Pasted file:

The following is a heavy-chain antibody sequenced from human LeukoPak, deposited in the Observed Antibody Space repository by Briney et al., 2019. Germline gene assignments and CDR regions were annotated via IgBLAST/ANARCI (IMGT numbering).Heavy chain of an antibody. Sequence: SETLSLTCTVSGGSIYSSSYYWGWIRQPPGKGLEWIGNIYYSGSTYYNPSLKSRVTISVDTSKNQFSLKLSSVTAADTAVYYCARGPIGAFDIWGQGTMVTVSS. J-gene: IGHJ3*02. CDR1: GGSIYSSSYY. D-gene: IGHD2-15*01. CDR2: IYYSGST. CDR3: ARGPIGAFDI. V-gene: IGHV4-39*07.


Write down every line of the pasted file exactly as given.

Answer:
The following is a heavy-chain antibody sequenced from human LeukoPak, deposited in the Observed Antibody Space repository by Briney et al., 2019. Germline gene assignments and CDR regions were annotated via IgBLAST/ANARCI (IMGT numbering).Heavy chain of an antibody. Sequence: SETLSLTCTVSGGSIYSSSYYWGWIRQPPGKGLEWIGNIYYSGSTYYNPSLKSRVTISVDTSKNQFSLKLSSVTAADTAVYYCARGPIGAFDIWGQGTMVTVSS. J-gene: IGHJ3*02. CDR1: GGSIYSSSYY. D-gene: IGHD2-15*01. CDR2: IYYSGST. CDR3: ARGPIGAFDI. V-gene: IGHV4-39*07.